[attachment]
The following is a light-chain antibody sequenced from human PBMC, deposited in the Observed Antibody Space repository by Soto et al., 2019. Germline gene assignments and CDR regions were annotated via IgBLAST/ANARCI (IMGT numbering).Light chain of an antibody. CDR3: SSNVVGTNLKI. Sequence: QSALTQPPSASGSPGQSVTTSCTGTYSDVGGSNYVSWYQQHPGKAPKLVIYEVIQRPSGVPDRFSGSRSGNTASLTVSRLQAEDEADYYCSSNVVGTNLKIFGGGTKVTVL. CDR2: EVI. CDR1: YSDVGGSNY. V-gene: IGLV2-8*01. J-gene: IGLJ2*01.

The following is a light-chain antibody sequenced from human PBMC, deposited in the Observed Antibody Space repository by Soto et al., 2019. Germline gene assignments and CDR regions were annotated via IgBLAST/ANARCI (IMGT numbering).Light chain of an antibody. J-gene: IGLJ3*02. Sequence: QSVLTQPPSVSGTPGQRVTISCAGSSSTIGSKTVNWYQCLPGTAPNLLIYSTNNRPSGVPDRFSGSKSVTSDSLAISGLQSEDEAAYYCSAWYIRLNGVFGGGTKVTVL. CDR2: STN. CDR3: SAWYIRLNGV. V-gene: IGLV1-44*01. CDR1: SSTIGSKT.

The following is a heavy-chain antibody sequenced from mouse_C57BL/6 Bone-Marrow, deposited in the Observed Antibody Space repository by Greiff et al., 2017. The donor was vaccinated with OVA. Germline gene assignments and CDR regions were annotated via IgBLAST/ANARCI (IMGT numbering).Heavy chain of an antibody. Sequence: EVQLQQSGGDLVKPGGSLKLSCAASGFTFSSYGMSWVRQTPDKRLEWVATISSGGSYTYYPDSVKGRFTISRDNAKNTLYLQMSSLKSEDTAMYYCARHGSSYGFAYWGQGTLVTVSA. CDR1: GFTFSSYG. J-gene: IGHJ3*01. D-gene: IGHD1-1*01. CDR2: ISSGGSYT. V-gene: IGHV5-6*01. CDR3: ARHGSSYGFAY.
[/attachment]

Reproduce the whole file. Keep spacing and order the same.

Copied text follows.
The following is a light-chain antibody sequenced from human PBMC, deposited in the Observed Antibody Space repository by Soto et al., 2019. Germline gene assignments and CDR regions were annotated via IgBLAST/ANARCI (IMGT numbering).Light chain of an antibody. CDR3: SSNVVGTNLKI. Sequence: QSALTQPPSASGSPGQSVTTSCTGTYSDVGGSNYVSWYQQHPGKAPKLVIYEVIQRPSGVPDRFSGSRSGNTASLTVSRLQAEDEADYYCSSNVVGTNLKIFGGGTKVTVL. CDR2: EVI. CDR1: YSDVGGSNY. V-gene: IGLV2-8*01. J-gene: IGLJ2*01.

The following is a light-chain antibody sequenced from human PBMC, deposited in the Observed Antibody Space repository by Soto et al., 2019. Germline gene assignments and CDR regions were annotated via IgBLAST/ANARCI (IMGT numbering).Light chain of an antibody. J-gene: IGLJ3*02. Sequence: QSVLTQPPSVSGTPGQRVTISCAGSSSTIGSKTVNWYQCLPGTAPNLLIYSTNNRPSGVPDRFSGSKSVTSDSLAISGLQSEDEAAYYCSAWYIRLNGVFGGGTKVTVL. CDR2: STN. CDR3: SAWYIRLNGV. V-gene: IGLV1-44*01. CDR1: SSTIGSKT.

The following is a heavy-chain antibody sequenced from mouse_C57BL/6 Bone-Marrow, deposited in the Observed Antibody Space repository by Greiff et al., 2017. The donor was vaccinated with OVA. Germline gene assignments and CDR regions were annotated via IgBLAST/ANARCI (IMGT numbering).Heavy chain of an antibody. Sequence: EVQLQQSGGDLVKPGGSLKLSCAASGFTFSSYGMSWVRQTPDKRLEWVATISSGGSYTYYPDSVKGRFTISRDNAKNTLYLQMSSLKSEDTAMYYCARHGSSYGFAYWGQGTLVTVSA. CDR1: GFTFSSYG. J-gene: IGHJ3*01. D-gene: IGHD1-1*01. CDR2: ISSGGSYT. V-gene: IGHV5-6*01. CDR3: ARHGSSYGFAY.